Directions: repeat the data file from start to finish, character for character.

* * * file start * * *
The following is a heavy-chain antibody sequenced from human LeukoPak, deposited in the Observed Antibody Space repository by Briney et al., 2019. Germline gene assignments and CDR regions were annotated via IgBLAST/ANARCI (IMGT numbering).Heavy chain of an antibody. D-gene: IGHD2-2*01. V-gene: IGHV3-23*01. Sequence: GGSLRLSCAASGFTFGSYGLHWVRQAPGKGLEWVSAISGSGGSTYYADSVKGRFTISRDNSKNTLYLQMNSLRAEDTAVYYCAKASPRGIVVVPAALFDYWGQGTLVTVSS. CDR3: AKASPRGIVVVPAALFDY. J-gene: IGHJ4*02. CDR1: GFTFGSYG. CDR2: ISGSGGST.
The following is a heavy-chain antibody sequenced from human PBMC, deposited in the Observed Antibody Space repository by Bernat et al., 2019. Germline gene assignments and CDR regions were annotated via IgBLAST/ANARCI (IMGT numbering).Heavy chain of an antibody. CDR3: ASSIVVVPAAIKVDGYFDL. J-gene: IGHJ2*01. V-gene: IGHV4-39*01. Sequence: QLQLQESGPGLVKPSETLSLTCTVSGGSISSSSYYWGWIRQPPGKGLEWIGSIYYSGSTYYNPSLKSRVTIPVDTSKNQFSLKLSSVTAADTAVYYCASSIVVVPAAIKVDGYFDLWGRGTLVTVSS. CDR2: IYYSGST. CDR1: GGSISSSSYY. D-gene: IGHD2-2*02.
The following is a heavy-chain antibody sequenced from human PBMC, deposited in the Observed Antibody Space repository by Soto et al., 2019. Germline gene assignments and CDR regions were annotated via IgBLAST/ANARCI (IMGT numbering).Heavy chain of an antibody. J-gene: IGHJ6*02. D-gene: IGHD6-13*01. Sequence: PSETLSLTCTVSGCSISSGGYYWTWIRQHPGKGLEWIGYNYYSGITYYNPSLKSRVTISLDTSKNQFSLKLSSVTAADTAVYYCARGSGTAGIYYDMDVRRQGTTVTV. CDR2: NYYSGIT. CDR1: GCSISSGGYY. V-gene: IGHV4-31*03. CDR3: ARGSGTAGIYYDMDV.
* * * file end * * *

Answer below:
The following is a heavy-chain antibody sequenced from human LeukoPak, deposited in the Observed Antibody Space repository by Briney et al., 2019. Germline gene assignments and CDR regions were annotated via IgBLAST/ANARCI (IMGT numbering).Heavy chain of an antibody. D-gene: IGHD2-2*01. V-gene: IGHV3-23*01. Sequence: GGSLRLSCAASGFTFGSYGLHWVRQAPGKGLEWVSAISGSGGSTYYADSVKGRFTISRDNSKNTLYLQMNSLRAEDTAVYYCAKASPRGIVVVPAALFDYWGQGTLVTVSS. CDR3: AKASPRGIVVVPAALFDY. J-gene: IGHJ4*02. CDR1: GFTFGSYG. CDR2: ISGSGGST.
The following is a heavy-chain antibody sequenced from human PBMC, deposited in the Observed Antibody Space repository by Bernat et al., 2019. Germline gene assignments and CDR regions were annotated via IgBLAST/ANARCI (IMGT numbering).Heavy chain of an antibody. CDR3: ASSIVVVPAAIKVDGYFDL. J-gene: IGHJ2*01. V-gene: IGHV4-39*01. Sequence: QLQLQESGPGLVKPSETLSLTCTVSGGSISSSSYYWGWIRQPPGKGLEWIGSIYYSGSTYYNPSLKSRVTIPVDTSKNQFSLKLSSVTAADTAVYYCASSIVVVPAAIKVDGYFDLWGRGTLVTVSS. CDR2: IYYSGST. CDR1: GGSISSSSYY. D-gene: IGHD2-2*02.
The following is a heavy-chain antibody sequenced from human PBMC, deposited in the Observed Antibody Space repository by Soto et al., 2019. Germline gene assignments and CDR regions were annotated via IgBLAST/ANARCI (IMGT numbering).Heavy chain of an antibody. J-gene: IGHJ6*02. D-gene: IGHD6-13*01. Sequence: PSETLSLTCTVSGCSISSGGYYWTWIRQHPGKGLEWIGYNYYSGITYYNPSLKSRVTISLDTSKNQFSLKLSSVTAADTAVYYCARGSGTAGIYYDMDVRRQGTTVTV. CDR2: NYYSGIT. CDR1: GCSISSGGYY. V-gene: IGHV4-31*03. CDR3: ARGSGTAGIYYDMDV.